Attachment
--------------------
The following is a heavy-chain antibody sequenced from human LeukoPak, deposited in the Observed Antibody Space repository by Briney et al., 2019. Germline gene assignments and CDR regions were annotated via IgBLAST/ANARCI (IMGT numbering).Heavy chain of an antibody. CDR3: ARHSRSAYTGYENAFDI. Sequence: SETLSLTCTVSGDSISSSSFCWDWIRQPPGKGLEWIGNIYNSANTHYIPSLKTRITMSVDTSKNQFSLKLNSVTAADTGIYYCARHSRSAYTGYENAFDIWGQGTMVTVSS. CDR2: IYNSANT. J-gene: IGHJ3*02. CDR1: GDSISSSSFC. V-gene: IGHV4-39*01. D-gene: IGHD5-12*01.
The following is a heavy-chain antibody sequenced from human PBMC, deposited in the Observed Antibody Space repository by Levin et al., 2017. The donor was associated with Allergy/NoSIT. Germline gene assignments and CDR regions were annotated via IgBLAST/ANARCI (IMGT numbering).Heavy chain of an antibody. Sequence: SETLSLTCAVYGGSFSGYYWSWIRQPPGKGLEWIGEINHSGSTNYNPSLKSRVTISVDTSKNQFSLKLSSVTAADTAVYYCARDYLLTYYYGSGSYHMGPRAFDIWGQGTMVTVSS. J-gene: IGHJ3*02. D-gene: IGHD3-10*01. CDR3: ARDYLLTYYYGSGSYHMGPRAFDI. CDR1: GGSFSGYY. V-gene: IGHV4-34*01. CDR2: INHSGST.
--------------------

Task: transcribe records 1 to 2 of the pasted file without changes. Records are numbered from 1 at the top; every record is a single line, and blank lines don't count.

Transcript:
The following is a heavy-chain antibody sequenced from human LeukoPak, deposited in the Observed Antibody Space repository by Briney et al., 2019. Germline gene assignments and CDR regions were annotated via IgBLAST/ANARCI (IMGT numbering).Heavy chain of an antibody. CDR3: ARHSRSAYTGYENAFDI. Sequence: SETLSLTCTVSGDSISSSSFCWDWIRQPPGKGLEWIGNIYNSANTHYIPSLKTRITMSVDTSKNQFSLKLNSVTAADTGIYYCARHSRSAYTGYENAFDIWGQGTMVTVSS. CDR2: IYNSANT. J-gene: IGHJ3*02. CDR1: GDSISSSSFC. V-gene: IGHV4-39*01. D-gene: IGHD5-12*01.
The following is a heavy-chain antibody sequenced from human PBMC, deposited in the Observed Antibody Space repository by Levin et al., 2017. The donor was associated with Allergy/NoSIT. Germline gene assignments and CDR regions were annotated via IgBLAST/ANARCI (IMGT numbering).Heavy chain of an antibody. Sequence: SETLSLTCAVYGGSFSGYYWSWIRQPPGKGLEWIGEINHSGSTNYNPSLKSRVTISVDTSKNQFSLKLSSVTAADTAVYYCARDYLLTYYYGSGSYHMGPRAFDIWGQGTMVTVSS. J-gene: IGHJ3*02. D-gene: IGHD3-10*01. CDR3: ARDYLLTYYYGSGSYHMGPRAFDI. CDR1: GGSFSGYY. V-gene: IGHV4-34*01. CDR2: INHSGST.